Graduation Day nears and the shape of things to come is becoming more clear. Besides my defense of my colleagues, I have yet to write about the other matters that have been tainting the final days of Batch 2009. They don’t deserve this. Today, I’d like to make it very clear where I stand.
Batch 2009 is a good batch. They themselves say that they aren’t the best. Sure, they were a little tough to teach back then. They didn’t read their books as well as I wanted. A handful of students consistently failed to submit requirements. I had to curve some of their tests too.
But I will always remember them for Pisay Meets World. There was TXV too. They are undoubtedly the most creative batch of SS2 students I’ve ever handled. They have the best writers, artists, and performers. I had to invent the A++ in grading their work. I had to keep raising the bar for them creatively for they made me — as eccentric as I could be — feel inadequate. When I design projects these days, I see that the bar of creativity has been set by Batch 2009 and it’s a bar I don’t see being topped anytime soon.
They are good kids. My last advisory class was Camia 2009. I was never supposed to be their adviser but I substituted until a new teacher came in for them. But I didn’t let go. They didn’t let me go. I was already teaching six socsci classes (a full load), but I willingly took on the extra load. I wanted to. Camia ’09 was a very fun class. They may not have won contests, but they didn’t have to do much else to win me over.
As a matter of fact, I would have done the same for my other five sections.
And when I think of outstanding individuals, I can’t deny that Batch 2009 gave me a very good AKSIS President. Great things happened with AKSIS in the past year because of Criselle David, and I believe that she — and every other Batch 2009 student who worked hard — deserve to enjoy their day in the sun (unfortunately literally). Because of people like Criselle (and there are many), Batch 2009 deserves their graduation.
As a faculty, I am disappointed with the decision of the BOT to reconsider the students who failed more than 1/3 of their academic units. I believe that this seriously harms the standards of the Philippine Science High School.
Over lunch today, I posed this question to my colleagues: How do we teach the next batch of 4th year students?
How can we teach them when they now know that they can get away with failing more than 1/3 of their subjects? How can we motivate them to do better when they know they can get away with so much less?
None of us could answer. We’re still scratching our heads. And that scares me.
In addition, I believe that the principal suspects in Discipline Case 14 deserve nothing less than a termination of their scholarship. Their act is scandalous. And considering we are a government institution, allowing these students to eventually graduate is a betrayal of the public trust.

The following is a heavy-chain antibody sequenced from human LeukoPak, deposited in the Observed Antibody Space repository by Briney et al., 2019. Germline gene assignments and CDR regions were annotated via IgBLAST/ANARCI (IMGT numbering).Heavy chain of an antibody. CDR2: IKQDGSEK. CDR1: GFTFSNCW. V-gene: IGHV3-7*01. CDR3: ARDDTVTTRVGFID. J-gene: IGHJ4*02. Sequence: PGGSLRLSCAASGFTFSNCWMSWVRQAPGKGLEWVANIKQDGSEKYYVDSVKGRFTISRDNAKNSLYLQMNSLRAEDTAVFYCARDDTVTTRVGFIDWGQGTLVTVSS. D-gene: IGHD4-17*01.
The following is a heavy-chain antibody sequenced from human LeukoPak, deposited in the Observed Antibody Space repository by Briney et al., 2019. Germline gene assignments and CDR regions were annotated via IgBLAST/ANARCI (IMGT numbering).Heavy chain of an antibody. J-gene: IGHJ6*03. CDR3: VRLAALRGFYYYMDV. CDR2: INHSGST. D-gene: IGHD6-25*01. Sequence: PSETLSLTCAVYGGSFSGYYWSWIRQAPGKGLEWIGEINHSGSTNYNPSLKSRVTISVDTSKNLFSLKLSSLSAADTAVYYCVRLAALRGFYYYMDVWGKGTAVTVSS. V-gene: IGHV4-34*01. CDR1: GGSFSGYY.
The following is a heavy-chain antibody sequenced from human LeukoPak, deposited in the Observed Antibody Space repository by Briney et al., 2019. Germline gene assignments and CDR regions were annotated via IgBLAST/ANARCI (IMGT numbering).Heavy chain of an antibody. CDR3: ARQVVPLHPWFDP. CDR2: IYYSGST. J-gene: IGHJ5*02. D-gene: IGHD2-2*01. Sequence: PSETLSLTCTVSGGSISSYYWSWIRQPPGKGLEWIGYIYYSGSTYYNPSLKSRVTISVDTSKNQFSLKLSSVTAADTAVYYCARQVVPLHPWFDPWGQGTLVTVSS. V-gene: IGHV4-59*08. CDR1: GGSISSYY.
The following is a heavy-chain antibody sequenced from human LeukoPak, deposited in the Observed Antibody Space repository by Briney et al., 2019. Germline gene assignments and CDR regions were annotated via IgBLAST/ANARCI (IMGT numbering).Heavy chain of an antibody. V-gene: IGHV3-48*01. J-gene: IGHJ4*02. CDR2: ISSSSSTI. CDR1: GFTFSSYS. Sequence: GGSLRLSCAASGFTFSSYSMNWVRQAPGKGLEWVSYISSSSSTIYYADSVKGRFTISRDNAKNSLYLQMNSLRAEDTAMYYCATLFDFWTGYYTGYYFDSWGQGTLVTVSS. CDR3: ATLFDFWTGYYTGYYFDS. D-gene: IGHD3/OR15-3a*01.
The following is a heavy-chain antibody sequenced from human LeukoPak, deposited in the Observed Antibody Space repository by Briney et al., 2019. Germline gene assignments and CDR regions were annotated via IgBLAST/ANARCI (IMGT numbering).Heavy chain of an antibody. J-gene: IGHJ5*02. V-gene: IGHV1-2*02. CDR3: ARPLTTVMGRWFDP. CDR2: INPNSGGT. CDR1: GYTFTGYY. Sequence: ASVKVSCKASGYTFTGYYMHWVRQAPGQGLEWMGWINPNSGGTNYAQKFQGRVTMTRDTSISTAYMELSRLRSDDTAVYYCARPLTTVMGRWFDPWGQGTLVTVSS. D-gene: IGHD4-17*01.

Nonetheless, I understand why the school feels unable to persecute these two individuals. We have a very weak definition of excellence. Somewhere along the way, we have lost track of our vision and mission. We are confused about what “Iskolar ng Bayan” means, entitling ourselves to its benefits but none of its responsibilities.
The real tragedy is that the system is broken. The powers that be don’t play by their own rules, and we teachers are not given the tools (ie. material, legal, ideological) we need to carry out our tasks into its utmost completion. Hence we are constrained to teach for the sake of teaching, and those who try to do more simply die trying.
It is a tragedy that in trying to do what is right, we see how little is actually left.
I sympathize with those who won’t graduate and with those who people say shouldn’t graduate.
To the former, know that you still have your whole life ahead of you. I may have never gotten a 5.00, but I know what it feels like to anticipate and hope for something great only for it to be denied at the last moment. I too have failed greatly. But once the strong feelings have subsided, take some time to be honest with yourself and see what you could do better. You are still young and the possibilities are endless. Realize that there are so many who are ready to support you — count me in — so never give up.
To the latter — especially those who were reconsidered — I don’t think you deserve to be hated and renounced by anyone. You are victims of the system too. The joke is on you. They should have just decided to play by the rules and showed you the door, but instead they — in all good intentions — threw you to the wolves. I think ire should be directed at the BOT, not you.
Nonetheless you, of all people, should know whether you deserve to graduate or not. I hope you take the time to decide whether you will march alongside your batchmates, for only you can tell all of us what kind of people you really are. It is never too late to be good again.
I will attend the Graduation Day of Batch 2009. I will be happy for my students, I will congratulate their parents, and I will be glad for me — for I have worked on these students too.
It’s sad to know that I won’t see all of them graduate, but I could be sadder still. For we all know we deserve better, and yet I trust my students to do the right thing for they are good kids — and Batch 2009 is a good batch.